Sir Martin Sorrell could make nearly £20m from WPP shares over the next five years despite stepping down as chief executive of the world's biggest advertising group on Saturday. It made no further comment but repeated a previous statement that the allegation did not involve amounts that were material to the company.
WPP said yesterday it did not intend to disclose the findings of an inquiry against him into allegations of personal misconduct and misuse of company funds.
Sources familiar with the situation said that the outcome of the investigation, which is being carried out by United States law firm WilmerHale for WPP chairman Roberto Quarta, will be available by the end of the week.
"As a founder, I can say that WPP is not just a matter of life or death, it was, is and will be more important than that".
In a communication to staff Sir Martin explained "The current disruption is simply putting too much unnecessary pressure on the business, our over 200,000 people and their 500,000 or so dependents, and the clients we serve in 112 countries".
Sir Martin Sorrell, who has been at the helm of the firm for the past 33 years, announced on Saturday evening he was stepping aside.
Sorrell was the highest-paid CEO among FTSE 100 companies in both 2015 and 2016, according to a study released previous year by the Chartered Institute of Personnel and Development and the High Pay Centre.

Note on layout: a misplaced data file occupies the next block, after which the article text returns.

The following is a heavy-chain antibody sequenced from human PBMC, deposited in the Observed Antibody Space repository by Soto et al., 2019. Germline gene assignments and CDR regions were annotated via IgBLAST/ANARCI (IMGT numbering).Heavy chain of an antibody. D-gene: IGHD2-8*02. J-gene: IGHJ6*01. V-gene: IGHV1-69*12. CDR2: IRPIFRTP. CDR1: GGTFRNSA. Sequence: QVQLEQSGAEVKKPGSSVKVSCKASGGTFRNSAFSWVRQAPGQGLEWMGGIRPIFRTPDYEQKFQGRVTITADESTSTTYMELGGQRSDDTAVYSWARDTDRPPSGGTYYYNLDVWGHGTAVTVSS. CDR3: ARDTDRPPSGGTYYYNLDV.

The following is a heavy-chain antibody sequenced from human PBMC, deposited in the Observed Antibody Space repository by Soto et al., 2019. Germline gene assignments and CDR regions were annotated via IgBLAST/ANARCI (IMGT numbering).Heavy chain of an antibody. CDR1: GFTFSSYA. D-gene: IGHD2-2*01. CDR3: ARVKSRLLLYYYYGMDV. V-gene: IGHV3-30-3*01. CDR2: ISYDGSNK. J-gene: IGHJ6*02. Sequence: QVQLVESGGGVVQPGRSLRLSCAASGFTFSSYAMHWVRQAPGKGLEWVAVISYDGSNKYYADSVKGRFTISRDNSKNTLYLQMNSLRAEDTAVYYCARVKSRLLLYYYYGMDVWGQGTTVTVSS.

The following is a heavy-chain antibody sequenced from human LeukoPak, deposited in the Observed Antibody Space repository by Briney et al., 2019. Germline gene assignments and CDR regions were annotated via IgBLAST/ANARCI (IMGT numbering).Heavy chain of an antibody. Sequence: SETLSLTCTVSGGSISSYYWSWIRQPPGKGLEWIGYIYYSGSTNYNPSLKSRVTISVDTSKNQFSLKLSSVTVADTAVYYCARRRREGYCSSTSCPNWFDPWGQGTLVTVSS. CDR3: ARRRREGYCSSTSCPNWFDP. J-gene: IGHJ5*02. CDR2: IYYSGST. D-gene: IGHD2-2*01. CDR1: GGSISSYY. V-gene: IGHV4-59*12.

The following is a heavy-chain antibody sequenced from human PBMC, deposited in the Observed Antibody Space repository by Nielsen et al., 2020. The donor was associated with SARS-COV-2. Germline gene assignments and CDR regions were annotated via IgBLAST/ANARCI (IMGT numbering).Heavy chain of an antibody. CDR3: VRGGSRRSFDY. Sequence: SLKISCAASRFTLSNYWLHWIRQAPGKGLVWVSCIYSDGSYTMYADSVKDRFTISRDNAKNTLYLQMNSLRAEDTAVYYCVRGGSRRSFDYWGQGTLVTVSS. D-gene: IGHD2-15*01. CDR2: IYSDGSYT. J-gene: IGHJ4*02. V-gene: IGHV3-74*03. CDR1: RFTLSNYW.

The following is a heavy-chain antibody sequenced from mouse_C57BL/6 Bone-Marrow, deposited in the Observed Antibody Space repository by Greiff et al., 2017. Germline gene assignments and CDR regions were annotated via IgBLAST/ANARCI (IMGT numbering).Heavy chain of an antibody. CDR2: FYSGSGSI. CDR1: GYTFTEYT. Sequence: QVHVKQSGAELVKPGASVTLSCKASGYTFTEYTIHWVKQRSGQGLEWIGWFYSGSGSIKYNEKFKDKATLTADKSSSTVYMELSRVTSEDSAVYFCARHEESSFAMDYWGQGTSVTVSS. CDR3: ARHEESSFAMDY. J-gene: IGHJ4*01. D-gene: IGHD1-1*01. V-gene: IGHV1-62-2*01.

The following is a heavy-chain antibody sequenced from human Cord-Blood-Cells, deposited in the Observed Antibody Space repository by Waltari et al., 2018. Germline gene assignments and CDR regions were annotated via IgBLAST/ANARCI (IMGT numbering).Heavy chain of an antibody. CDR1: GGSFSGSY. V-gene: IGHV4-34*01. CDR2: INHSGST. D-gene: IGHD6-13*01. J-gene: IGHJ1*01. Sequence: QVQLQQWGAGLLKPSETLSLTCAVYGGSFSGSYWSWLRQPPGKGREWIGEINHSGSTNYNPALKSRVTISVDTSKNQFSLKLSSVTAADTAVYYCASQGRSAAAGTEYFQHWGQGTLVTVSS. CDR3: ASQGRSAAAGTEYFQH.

However, Sorrell will assist with the transition as the company seeks a new leader.
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Sir Martin Sorrell said: "Obviously I am sad to leave WPP after 33 years".
"During this time, the company has been successful because it has valued and nurtured outstanding talent at every level". He has denied any wrongdoing.
The firm has grown into one of the world's largest communications groups and now has some 3,000 offices.
It largely outperformed its peers Omnicom, Publicis and IPG in the years that followed the financial crisis as the group pitched aggressively for new work.
However, he always fiercely defended his income, saying it was related to how well the company he started from nothing was doing.
Sir Martin was said to have resigned after learning that the investigation had finished, though sources...
The Sunday Times newspaper's Rich List 2017 said he was worth £495 million, with his assets up £100 million over the previous 12 months.